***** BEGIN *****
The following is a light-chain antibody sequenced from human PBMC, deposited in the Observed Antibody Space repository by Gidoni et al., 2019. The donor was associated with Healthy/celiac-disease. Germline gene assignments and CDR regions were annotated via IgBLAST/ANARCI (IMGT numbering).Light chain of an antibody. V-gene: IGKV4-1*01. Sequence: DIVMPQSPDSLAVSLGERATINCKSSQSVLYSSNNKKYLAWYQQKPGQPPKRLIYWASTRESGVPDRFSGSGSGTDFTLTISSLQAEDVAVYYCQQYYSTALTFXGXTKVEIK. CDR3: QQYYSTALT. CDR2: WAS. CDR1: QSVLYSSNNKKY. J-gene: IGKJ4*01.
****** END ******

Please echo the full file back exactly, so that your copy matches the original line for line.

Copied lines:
The following is a light-chain antibody sequenced from human PBMC, deposited in the Observed Antibody Space repository by Gidoni et al., 2019. The donor was associated with Healthy/celiac-disease. Germline gene assignments and CDR regions were annotated via IgBLAST/ANARCI (IMGT numbering).Light chain of an antibody. V-gene: IGKV4-1*01. Sequence: DIVMPQSPDSLAVSLGERATINCKSSQSVLYSSNNKKYLAWYQQKPGQPPKRLIYWASTRESGVPDRFSGSGSGTDFTLTISSLQAEDVAVYYCQQYYSTALTFXGXTKVEIK. CDR3: QQYYSTALT. CDR2: WAS. CDR1: QSVLYSSNNKKY. J-gene: IGKJ4*01.